Any noise from the user’s location can serve to reduce their immersion in the remote aural environment. Therefore we have carefully isolated the user’s room (formerly a standard walled office) from externally and internally generated local noises. The user’s room is isolated from exterior local sounds with a modest amount of conventional sound isolation techniques. We have installed sound barrier materials between the ceiling tiles and the plenum above the room to reduce the noise transmitted into the room from the HVAC equipment in the plenum. We removed the air return entirely, because it opened directly onto the plenum. We rely on air leakage to complete the HVAC circuit. (A separate air return duct would be a better long-term solution.) Finally, we have also removed the grille and diffuser in the HVAC supply vent since they generated significant amounts of noise.

The projectors are housed in custom-designed “hush boxes”. These boxes have double-pane Plexiglas windows in their front doors allowing light from the projectors to reach the screens. The box tightly encloses the projector except for air vents at the top and bottom of the rear of the hush box. The box is built from ½ inch thick plywood and the inside of the box is covered with anechoic foams. The boxes are painted black to increase the contrast of the projected images, and the front of the box (except for the window) is covered in black anechoic foam. If the boxes only have projectors in them, convection cooling through the two openings in the rear panel is sufficient to cool the projector.

The PC driving the projector and the PC running the audio programs are placed in an adjoining room to eliminate their fan noise from the environment. Placing them in the hush boxes can cause the projectors to overheat.

Reduction of Local Reflections

Local reflections can destroy the ability to experience the ambiance of a remote location. To maximize the immersion in the remote aural environment, we would like the reflection profile to be only that of the remote location. Because of the mobility afforded by the surrogate, the remote location can vary from a small room with hard walls to an open field.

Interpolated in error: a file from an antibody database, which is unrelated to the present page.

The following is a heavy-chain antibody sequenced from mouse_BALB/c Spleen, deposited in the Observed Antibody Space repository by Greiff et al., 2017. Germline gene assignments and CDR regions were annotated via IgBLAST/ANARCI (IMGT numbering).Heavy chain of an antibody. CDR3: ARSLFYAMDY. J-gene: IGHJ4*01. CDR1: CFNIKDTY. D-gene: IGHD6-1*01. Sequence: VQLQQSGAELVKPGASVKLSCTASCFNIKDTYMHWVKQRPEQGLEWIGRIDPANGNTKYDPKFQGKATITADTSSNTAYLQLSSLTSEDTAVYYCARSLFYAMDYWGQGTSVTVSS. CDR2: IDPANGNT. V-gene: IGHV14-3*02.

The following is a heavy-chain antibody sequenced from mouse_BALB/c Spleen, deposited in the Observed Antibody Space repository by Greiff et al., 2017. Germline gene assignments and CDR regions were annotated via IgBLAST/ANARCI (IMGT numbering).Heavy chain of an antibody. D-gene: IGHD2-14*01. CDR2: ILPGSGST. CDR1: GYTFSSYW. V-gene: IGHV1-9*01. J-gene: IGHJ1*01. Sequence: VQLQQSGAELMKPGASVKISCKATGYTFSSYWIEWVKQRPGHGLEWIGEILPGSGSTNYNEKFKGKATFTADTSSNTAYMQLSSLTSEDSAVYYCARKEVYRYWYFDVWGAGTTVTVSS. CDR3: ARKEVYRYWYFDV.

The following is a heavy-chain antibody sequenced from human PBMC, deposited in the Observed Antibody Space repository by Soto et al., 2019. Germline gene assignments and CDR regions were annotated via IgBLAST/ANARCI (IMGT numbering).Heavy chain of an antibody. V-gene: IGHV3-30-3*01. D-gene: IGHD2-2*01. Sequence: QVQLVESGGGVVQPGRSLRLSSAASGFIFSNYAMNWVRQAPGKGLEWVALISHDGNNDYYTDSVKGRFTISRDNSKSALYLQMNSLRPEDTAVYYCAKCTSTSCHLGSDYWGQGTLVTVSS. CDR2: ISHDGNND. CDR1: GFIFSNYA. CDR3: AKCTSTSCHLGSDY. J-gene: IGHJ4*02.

We have covered the walls of the user’s room with nechoic foams, so that the user can experience the reflections characteristic of the remote location without distracting reflections from their own room. We have also installed ceiling tiles that absorb most of the incident sound energy for frequencies above 125Hz. Finally, the room is carpeted to reduce sound reflection from the floor. In practice, the user’s table and projection screen reflects much of the sound impinging on them, so there are some reflections from the user’s location. These are unavoidable since we do not know of a screen or desk material that does not reflect sound.

System and Network Latency

We have carefully optimized our system to reduce communication latencies; however this is still a limitation for highly interactive conversations. Our current one-way latency using networking within our campus is about one half second. It is dominated by buffering just before audio output, which is necessary to prevent gaps in audio reproduction during times of poor wireless network quality of service (QOS). Future wireless networking technologies with better QOS guarantees will allow us to reduce the amount of buffering just before output. When the surrogate is operated in a tethered (non-mobile) mode, the buffering can be greatly reduced, lowering the latency to well under a half second.

            DMA buffers in the analog input and output cards currently set a lower limit on latency. The analog input card buffer contains 16K samples and the analog output board buffer contains 32K samples. The program transfers data when the input buffer reaches half full and when the output buffer is half empty. Assuming transfers to the board are much faster than the input and output rates, and given a 22 KHz sampling rate, 4 channels, and 4X over sampling on the output, we can calculate the latency solely due to the DMA board buffers. Considering transmission from the surrogate to the user, up to 16K/2*4*22KHz = 93ms of data may be in the input board DMA buffer just before it is emptied, and 32K/4*4*22KHz = 93ms of data may be in the output buffer just after it is filled. This currently sets a lower bound on worst-case one-way latency of 93+93 = 186ms. However, when the sampling rate is doubled to 44 KHz, the latency lost due to board buffering will be halved to 93ms total. Finally, we acquire four copies of the user’s lapel microphone channel and output four copies of it on the surrogate, in order to reduce on-board buffering latencies on that path to be the same as in the reverse direction.

The audio latency also depends on the electrical and optical latencies in the network. Long-distance latencies (e.g. halfway around the world via undersea fiber optic cables) can increase the latency by up to a few hundred milliseconds. The higher latencies of geosynchronous satellites are unacceptable.


Since the system is bidirectional, feedback is obviously a key concern. We employ several techniques to reduce feedback. First we try to increase the gain of local sounds at each end while reducing the gain of remote sounds. We also employ software feedback reduction techniques.